Five individuals suspected of being involved in plotting the September 11th attacks are due for arraignment on May 5. They are to be formally charged with “terrorism-related crimes that could bring the death penalty if the defendants are convicted.” And, as the American Civil Liberties Union (ACLU) reports, the government under the Obama administration is moving to censor any testimony from the individuals on torture or inhumane treatment they experienced while detained in CIA “secret” prisons.
|By: Kevin Gosztola Thursday May 3, 2012 5:05 pm|
|By: Kevin Gosztola Monday April 9, 2012 1:35 pm|
The Guardian highlights the rendition and torture of a Libyan militant, who led the fight against Libyan leader Muammar Gaddafi, and his pregnant wife. Part 1 highlighted details surrounding the rendition of Abdel Hakim Belhaj and his pregnant wife, Fatima Bouchar. Now, Part 2 focuses on how the US could potentially interfere with their attempt to bring British intelligence agents to justice and expose the CIA’s role.
|By: Kevin Gosztola Wednesday April 4, 2012 5:45 pm|
The military commissions system, a system that many civil liberties groups consider to be a second-class system of justice, will be used to prosecute Khalid Sheikh Mohammed and four others, who are accused of being involved in the September 11th attacks. The Defense Department also may give Mohammed and the four others the death penalty if they are convicted.
|By: David Dayen Monday October 10, 2011 2:15 pm|
Even in the Era of New Dysfunction, Congress usually manages to pass a defense authorization bill. The forces of nature demand that the war machine gets to set its budgets on time, even if the budgets for food stamps, welfare, the NIH, the Department of Education, etc., have to sit on pins and needles and [...]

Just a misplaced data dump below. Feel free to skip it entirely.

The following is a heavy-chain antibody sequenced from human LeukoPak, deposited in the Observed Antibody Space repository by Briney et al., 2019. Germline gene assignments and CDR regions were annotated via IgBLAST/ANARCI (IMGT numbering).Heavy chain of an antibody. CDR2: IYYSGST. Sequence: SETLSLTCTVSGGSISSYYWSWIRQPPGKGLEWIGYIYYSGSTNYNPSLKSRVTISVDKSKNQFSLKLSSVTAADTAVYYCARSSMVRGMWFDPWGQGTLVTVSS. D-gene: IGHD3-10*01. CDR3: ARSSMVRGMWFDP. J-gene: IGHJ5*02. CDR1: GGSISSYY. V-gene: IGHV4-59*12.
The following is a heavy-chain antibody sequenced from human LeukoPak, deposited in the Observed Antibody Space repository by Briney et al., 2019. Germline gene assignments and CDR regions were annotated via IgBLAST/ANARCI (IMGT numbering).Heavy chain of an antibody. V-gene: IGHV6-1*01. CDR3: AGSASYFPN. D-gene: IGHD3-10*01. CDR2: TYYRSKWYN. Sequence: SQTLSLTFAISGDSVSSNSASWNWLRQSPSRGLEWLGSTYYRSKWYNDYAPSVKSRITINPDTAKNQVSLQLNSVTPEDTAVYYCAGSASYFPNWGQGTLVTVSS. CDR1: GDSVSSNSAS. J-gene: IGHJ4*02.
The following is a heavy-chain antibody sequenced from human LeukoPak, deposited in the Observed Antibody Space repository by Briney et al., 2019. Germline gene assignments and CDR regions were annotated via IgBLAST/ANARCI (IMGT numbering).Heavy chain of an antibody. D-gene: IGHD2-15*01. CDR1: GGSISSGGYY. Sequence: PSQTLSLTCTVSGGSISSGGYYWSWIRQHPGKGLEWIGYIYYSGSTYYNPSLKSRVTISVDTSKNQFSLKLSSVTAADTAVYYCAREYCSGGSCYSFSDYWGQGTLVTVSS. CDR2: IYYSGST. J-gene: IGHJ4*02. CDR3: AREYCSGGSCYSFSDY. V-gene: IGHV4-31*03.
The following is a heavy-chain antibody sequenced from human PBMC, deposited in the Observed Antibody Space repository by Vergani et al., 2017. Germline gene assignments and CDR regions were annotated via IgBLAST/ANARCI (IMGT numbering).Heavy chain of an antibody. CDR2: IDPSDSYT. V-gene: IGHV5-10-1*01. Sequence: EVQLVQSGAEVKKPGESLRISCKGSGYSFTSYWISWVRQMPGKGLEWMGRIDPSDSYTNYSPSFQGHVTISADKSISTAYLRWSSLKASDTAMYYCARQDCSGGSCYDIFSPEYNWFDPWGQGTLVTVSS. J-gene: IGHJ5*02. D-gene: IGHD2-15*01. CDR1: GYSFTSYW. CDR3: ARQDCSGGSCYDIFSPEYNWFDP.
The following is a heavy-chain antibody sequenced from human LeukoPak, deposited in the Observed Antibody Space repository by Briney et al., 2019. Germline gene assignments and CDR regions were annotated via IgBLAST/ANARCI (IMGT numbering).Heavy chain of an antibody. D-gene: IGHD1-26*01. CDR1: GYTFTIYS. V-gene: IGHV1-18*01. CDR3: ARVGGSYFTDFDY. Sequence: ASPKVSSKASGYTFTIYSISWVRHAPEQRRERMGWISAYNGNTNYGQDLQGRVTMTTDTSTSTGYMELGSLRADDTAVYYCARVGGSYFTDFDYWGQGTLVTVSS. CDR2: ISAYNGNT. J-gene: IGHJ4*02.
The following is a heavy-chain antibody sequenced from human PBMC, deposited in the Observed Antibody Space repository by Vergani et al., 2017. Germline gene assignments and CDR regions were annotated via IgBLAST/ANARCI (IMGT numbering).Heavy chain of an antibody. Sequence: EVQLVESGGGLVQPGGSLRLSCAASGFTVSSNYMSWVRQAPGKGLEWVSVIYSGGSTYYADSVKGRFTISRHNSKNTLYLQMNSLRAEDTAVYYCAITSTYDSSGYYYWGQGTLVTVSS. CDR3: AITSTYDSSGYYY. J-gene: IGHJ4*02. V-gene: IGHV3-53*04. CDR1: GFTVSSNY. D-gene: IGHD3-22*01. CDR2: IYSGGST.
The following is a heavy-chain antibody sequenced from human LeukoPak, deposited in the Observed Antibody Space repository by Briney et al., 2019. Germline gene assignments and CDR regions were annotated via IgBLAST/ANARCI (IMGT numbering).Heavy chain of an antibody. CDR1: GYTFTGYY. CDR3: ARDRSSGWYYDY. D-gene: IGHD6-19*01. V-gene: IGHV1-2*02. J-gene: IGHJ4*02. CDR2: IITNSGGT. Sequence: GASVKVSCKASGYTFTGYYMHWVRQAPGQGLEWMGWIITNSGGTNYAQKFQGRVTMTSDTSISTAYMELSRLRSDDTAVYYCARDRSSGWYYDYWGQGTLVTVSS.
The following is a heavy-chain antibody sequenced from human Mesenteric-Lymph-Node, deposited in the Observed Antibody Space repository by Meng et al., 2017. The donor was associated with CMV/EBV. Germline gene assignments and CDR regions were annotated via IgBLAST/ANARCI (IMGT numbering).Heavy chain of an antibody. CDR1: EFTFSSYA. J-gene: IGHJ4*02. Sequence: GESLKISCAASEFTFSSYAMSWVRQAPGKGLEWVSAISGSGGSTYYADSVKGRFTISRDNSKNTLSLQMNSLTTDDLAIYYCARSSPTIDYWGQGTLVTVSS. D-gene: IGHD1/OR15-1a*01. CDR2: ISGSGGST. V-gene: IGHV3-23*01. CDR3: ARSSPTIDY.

|By: Jeff Kaye Tuesday August 16, 2011 6:30 am|
A few weeks ago, Truthout published an article that examined a number of instances of water torture, including evidence of near-drowning, on prisoners held by the Department of Defense. A second article, with further documentation, including cases other cases of submersion in water and also extreme forms of “water dousing,” will be coming out soon. But not everything can be squeezed into even two articles.
|By: Jeff Kaye Thursday July 21, 2011 5:45 pm|
It is difficult to know why the CDPP has decided now to officially go after David Hicks’ royalties. One wonders if it had anything to do with the warm reception and ovation he received when he spoke to “a packed audience of 1000 people at the Sydney Writers’ Festival” last May. At the same event, Hicks “also warned that Julian Assange could face a similar abandonment by the Australian government, if the US government get their hands on him.”
|By: emptywheel Tuesday April 19, 2011 7:00 am|
So, here’s what this suggests: The government made a plea deal with Khadr’s lawyers (eight more years, but after one year he’d be transferred to Canada, if they’ll take him). Then it had a show trial featuring a frothing psychologist arguing that Khadr would never give up his allegedly Muslim aggression. Normally, defense attorneys could easily exclude such testimony from a trial based on key scientific issues like peer review. But Khadr’s lawyers, allegedly, were put in the position such that if they wanted to preserve Khadr’s eight-year deal, they would have to limit their complaints about Weiner.
|By: Jeff Kaye Tuesday April 5, 2011 6:07 am|
The commissions’ main purpose is to produce government propaganda, not justice. These are meant to be show trials, part of an overarching plan of “exploitation” of prisoners, which includes, besides a misguided attempt by some to gain intelligence data, the inducement of false confessions and the recruitment of informants via torture. The aim behind all this is political: to mobilize the U.S. population for imperialist war adventures abroad, and political repression and economic austerity at home.
|By: Jeff Kaye Tuesday March 22, 2011 3:40 pm|
As part of a new investigative story, Truthout has published two documents written by the former psychologist for SERE, and later CIA contract interrogator for the Bush torture program, Bruce Jessen. Jessen’s notes describe an “exploitation” survival course that was “reverse-engineered” to provide a blueprint for the interrogation and detention policies of the Bush administration, which emphasized not just the ways to coercively interrogate an individual for intelligence purposes, but to “exploit” the detainee for a number of uses, including production of false confessions, recruitment of prisoners as U.S. spies, putting on show trials, and medical experimentation.